Today, Judge Adam Persky — the judge responsible for convicted rapist Brock Turner’s disputed six-month sentence — is up for reelection in California. Persky, however, is running unopposed, meaning his name won’t appear on any state ballots today or in November. It’s almost certain he’ll keep his seat as a Superior Court judge in Santa Clara County, despite the public outcry he’s faced by sticking Turner with lenient punishment.
But Stanford law professor Michele Dauber is making sure he doesn’t get comfortable.
Shortly after Perksy’s June 2 sentencing decision, Dauber joined forces with Progressive Women Silicon Valley, an organization committed to the advancement of women’s causes, to begin framing a serious campaign to recall Persky for his “unjust” treatment of Turner, a former Stanford student and admired athlete. And they weren’t the only ones. A few Change.org petitions made quick rounds on Monday across social media, demanding Persky’s removal, but Dauber said that those petitions won’t do much in actually unseating the judge.
Dauber and PWSV’s campaign, however, is the only one with the legal teeth needed to recall Persky through an official vote.
The group’s goal is to get a recall vote on a November 2017 state ballot after they spend the next year working diligently to educate voters on Persky’s potentially flawed judgement. To cover the costs of their work, they’re asking for $100,000 donations. Since creating an official Recall Persky campaign website yesterday, the group has already received around $6,000 in financial contributions.
In California, those leading a recall campaign only have 160 days to gather signatures after getting approval from the Secretary of State to move forward. And, to recall Persky, Dauber said they will have to gather 70,000 signatures in that time from be considered by an election official.
Dauber has little doubt in its ultimate success.
“I don’t think we’ll have any trouble recalling Judge Persky. I am confident we’re going to succeed,” she said in an interview with ThinkProgress. “If [the sentencing trial] happened a year ago, I’m sure he wouldn’t be running unopposed. It’s just a question of timing.”
Dauber is not new to campus rape cases — she played a major role in reforming Stanford’s sexual assault policies and teaches a course on the issue. But she’s especially irked by Persky’s decision because of nature of his assault and the serious impact it could have on all future campus rape cases.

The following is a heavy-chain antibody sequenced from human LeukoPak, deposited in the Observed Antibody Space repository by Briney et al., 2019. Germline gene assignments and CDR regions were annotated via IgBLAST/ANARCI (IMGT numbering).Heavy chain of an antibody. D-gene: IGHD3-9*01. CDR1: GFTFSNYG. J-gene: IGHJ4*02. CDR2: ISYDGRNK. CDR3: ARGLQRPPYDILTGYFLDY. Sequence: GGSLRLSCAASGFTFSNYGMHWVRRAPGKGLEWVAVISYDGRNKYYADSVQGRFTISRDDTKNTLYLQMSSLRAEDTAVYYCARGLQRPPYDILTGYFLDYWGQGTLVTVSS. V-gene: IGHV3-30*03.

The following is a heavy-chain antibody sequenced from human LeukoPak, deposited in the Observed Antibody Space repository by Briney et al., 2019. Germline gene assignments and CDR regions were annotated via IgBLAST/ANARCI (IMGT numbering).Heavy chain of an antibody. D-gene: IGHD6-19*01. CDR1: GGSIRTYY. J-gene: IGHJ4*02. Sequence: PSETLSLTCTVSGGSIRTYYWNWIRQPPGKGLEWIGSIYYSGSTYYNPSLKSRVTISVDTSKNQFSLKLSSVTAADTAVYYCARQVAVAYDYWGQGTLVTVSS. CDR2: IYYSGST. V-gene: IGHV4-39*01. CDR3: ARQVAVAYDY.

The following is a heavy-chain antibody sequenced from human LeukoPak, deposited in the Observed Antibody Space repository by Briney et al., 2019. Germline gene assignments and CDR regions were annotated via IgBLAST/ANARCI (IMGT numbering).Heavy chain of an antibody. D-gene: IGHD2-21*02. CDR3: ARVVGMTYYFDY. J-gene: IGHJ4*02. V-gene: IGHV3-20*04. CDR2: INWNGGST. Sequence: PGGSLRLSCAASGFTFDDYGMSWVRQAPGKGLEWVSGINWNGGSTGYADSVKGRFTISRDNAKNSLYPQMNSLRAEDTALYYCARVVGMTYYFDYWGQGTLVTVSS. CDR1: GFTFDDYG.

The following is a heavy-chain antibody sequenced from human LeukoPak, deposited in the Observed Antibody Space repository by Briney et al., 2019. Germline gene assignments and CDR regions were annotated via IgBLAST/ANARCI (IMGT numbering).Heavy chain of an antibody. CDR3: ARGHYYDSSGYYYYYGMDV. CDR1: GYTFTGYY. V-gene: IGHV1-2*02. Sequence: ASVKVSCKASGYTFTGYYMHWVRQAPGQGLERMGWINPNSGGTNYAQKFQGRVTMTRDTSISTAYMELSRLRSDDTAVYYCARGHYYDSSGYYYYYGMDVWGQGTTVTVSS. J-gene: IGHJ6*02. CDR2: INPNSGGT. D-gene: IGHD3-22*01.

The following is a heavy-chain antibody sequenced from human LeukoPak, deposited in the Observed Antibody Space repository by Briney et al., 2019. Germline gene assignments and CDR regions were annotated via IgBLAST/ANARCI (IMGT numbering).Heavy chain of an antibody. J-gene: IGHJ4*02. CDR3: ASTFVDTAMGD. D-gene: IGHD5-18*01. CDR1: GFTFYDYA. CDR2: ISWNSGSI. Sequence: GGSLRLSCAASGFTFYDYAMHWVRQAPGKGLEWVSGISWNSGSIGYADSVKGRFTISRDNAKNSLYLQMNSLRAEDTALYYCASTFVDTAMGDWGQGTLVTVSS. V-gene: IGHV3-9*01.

“The fact that this sexual assault occurred in public and that the victim was observed being penetrated and assaulted while her genitals were exposed to view is more serious and more traumatizing than many other cases,” wrote Dauber in an official letter submitted to Persky.
Persky, who, like Turner, is a former Stanford athlete, said his decision to send Turner to county jail for a half-year stint was based on Turner’s young age and lack of prior criminal offenses, according to the Guardian’s coverage of the hearing. He also said that since Turner was intoxicated at the time of the crime, he should be given a less severe punishment.
“There is less moral culpability attached to the defendant who is … intoxicated,” Persky said.
This judgement could result in disastrous consequences, according to Dauber.
“Alcohol is involved in nearly every rape on campus,” she said. If this argument held up in court, this could mean any drunk student guilty of violent sexual assault could be given a kinder sentence.
Persky also leaned heavily on the letters submitted in support of Turner, which explained how the 20-year-old was “caring” and “talented” — not the kind of person that would be a rapist. “[Theses letters] sort of corroborates the evidence of his character up until the night of this incident, which has been positive,” Persky said.
This is the piece that frightens Dauber the most.
“All of these kids have a bright future and are high-achieving, or they wouldn’t be at Stanford — or Harvard, or Yale,” she said. “This is basically saying that anyone is allowed a get-out-of-jail-free card if they had a high SAT score or good grades in high school.”
That’s why Dauber and other sexual assault prevention advocates are so committed to removing Persky from the bench. Dauber said that her recall campaign might have been far less successful without the publicity around the letter shared by Turner’s victim — which has now been read by more than eight million people across the globe.
“Everyone was really moved by the victim’s letter,” said Dauber, whose daughter has been close friends with the victim for a decade. “People are reading this and relating it to their own experiences. To me, this reaction is a gut check that this is a common experience across the globe. And that should scare the daylights out of people.”
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